Unconstitutional for a school district to provide any clergy to perform nondenominational prayer at elementary or secondary school graduation. It involves government sponsorship of worship. Court majority was particularly concerned about psychological coercion to which children, as opposed to adults, would be subjected, by having prayers that may violate their beliefs recited at their graduation ceremonies.

The SACSIS article authored by Dale T. McKinley has been included below.

In a democracy worthy of the name, no specific belief, conscience, thought, opinion or religion has special legal or societal status.

As captured in the equality clause of South Africa’s Bill of Rights, “everyone is equal before the law”, wherein “equality includes the full and equal enjoyment of all rights and freedoms”.

Those rights and freedoms encompass the political, civil, legal, environmental, social, economic and cultural. Simply put, all of our democratic rights and associated freedoms are indivisible.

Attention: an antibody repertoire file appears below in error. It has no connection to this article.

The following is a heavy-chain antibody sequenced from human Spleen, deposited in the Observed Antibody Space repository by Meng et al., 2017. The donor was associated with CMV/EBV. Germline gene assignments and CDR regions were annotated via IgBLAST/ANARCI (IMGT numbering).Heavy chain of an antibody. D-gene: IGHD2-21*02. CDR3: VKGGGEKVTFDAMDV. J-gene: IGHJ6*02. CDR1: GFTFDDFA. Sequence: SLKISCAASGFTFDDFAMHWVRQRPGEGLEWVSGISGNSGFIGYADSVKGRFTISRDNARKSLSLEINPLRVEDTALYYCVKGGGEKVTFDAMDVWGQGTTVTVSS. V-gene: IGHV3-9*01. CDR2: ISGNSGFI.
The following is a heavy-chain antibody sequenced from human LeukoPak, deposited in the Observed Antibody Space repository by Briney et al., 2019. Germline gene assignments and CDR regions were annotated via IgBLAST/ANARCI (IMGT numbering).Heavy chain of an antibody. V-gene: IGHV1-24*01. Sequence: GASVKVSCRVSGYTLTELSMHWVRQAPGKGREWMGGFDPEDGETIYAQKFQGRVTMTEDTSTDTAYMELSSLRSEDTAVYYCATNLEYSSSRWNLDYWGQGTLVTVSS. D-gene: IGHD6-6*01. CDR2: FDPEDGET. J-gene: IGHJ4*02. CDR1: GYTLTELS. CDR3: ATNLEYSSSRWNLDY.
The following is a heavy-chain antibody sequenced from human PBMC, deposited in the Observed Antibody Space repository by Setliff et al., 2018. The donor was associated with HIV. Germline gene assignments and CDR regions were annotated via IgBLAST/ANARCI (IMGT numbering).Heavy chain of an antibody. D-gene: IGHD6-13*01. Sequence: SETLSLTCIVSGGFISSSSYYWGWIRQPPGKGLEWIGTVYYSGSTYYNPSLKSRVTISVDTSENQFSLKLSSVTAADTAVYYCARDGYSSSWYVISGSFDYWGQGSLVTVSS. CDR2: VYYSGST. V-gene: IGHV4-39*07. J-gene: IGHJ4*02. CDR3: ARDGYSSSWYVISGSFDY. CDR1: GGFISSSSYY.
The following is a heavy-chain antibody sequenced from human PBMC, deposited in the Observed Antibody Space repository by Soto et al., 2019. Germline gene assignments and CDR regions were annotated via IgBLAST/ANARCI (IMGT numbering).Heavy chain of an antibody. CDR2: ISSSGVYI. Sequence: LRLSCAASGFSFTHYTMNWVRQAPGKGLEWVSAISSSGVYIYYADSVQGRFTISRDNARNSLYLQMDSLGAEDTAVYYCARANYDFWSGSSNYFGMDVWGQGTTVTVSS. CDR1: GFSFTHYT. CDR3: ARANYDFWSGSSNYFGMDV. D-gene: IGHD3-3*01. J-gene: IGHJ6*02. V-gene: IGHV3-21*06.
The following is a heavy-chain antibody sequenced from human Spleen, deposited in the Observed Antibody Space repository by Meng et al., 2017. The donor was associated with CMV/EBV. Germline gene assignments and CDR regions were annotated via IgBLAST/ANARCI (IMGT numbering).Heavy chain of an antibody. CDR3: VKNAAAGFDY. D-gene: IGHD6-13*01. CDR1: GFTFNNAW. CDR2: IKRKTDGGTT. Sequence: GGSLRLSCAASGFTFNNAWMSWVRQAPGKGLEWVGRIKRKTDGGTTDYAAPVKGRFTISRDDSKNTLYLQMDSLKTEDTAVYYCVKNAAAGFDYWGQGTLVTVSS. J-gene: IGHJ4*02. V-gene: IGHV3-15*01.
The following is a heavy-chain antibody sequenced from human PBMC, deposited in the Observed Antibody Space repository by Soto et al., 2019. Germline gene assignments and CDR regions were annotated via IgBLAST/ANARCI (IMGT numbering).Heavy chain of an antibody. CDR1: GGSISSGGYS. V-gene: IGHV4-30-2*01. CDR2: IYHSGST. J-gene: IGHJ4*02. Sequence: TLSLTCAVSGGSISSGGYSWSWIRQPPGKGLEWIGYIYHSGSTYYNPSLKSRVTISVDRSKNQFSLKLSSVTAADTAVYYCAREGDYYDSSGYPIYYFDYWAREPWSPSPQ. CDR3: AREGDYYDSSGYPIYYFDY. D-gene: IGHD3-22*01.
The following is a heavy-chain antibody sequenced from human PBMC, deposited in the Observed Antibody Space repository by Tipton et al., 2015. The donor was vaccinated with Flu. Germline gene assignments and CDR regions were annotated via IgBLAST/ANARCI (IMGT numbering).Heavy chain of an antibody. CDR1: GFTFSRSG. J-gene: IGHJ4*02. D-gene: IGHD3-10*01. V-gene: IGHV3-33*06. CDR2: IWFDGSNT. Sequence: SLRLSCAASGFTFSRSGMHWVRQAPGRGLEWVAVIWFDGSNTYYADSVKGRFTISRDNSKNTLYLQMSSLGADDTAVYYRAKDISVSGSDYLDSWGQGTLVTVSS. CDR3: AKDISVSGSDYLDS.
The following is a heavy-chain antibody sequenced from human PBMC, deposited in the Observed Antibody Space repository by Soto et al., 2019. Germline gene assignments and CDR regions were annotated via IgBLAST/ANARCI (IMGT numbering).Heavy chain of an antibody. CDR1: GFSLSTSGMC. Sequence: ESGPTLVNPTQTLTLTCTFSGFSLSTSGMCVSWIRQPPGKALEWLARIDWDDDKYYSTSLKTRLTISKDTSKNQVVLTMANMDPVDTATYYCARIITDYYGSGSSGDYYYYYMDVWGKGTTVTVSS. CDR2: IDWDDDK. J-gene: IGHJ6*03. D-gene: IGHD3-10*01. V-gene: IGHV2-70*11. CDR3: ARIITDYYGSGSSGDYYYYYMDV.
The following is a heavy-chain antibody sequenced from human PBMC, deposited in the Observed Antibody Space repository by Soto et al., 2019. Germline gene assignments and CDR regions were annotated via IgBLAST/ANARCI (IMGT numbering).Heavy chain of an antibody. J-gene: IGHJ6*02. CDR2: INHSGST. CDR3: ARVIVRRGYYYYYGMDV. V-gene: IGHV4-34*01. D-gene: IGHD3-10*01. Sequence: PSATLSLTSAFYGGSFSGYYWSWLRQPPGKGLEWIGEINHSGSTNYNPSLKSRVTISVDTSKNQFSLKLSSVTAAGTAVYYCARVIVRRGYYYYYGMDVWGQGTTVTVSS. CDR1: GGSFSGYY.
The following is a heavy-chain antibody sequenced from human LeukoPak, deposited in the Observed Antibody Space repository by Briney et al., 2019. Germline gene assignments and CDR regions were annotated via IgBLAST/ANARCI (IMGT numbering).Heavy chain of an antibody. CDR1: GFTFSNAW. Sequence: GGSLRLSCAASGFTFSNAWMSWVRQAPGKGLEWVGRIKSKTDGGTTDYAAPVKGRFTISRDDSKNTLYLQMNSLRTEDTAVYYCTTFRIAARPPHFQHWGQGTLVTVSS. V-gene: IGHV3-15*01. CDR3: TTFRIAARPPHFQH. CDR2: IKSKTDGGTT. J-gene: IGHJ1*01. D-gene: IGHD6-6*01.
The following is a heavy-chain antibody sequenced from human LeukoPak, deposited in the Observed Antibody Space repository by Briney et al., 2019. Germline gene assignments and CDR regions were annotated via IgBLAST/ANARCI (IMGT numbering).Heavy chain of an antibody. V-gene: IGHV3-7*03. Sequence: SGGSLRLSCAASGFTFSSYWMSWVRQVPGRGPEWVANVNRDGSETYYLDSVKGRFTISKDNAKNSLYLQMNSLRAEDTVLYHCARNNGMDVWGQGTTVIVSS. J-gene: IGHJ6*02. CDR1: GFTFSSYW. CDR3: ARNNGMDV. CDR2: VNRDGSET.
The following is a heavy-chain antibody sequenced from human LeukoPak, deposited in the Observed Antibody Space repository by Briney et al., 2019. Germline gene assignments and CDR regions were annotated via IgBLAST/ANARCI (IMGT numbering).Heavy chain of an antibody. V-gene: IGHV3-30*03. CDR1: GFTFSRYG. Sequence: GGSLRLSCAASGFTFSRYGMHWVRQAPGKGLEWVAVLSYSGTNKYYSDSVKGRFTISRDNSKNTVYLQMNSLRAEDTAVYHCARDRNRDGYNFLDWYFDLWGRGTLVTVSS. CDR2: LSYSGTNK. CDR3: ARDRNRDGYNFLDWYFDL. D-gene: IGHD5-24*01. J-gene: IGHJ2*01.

Unfortunately, it would appear as though Chief Justice Mogoeng Mogoeng, alongside many of our politicians and citizens need to be reminded of this basic democratic principle.

Much of the furore and debate that has surfaced over the recent public comments made by the Chief Justice have revolved around his argument that South Africa “can only become a better people if religion could be allowed to influence the laws that govern our daily lives starting with the Constitution …”

More specifically Mogoeng’s contention that a wide range of societal problems such as “maladministration, crime, corruption [and] dishonesty” along with (religiously-infused and defined) personal behaviour/action such as “adultery, fornication [and] divorce” would, “be effectively turned around significantly, if religion were to be factored into the law-making process”, really stirred the pot.

While there are certainly many reasons to be seriously concerned about the Chief Justice’s views, whether from a legal, moral or political perspective, much of the ensuing commentary has unfortunately revolved around whether he should have even made his views public. This is a false debate. We cannot pick and choose which rights and freedoms can or cannot be enjoyed and by whom simply because we don’t like them or because of the individual’s institutional standing.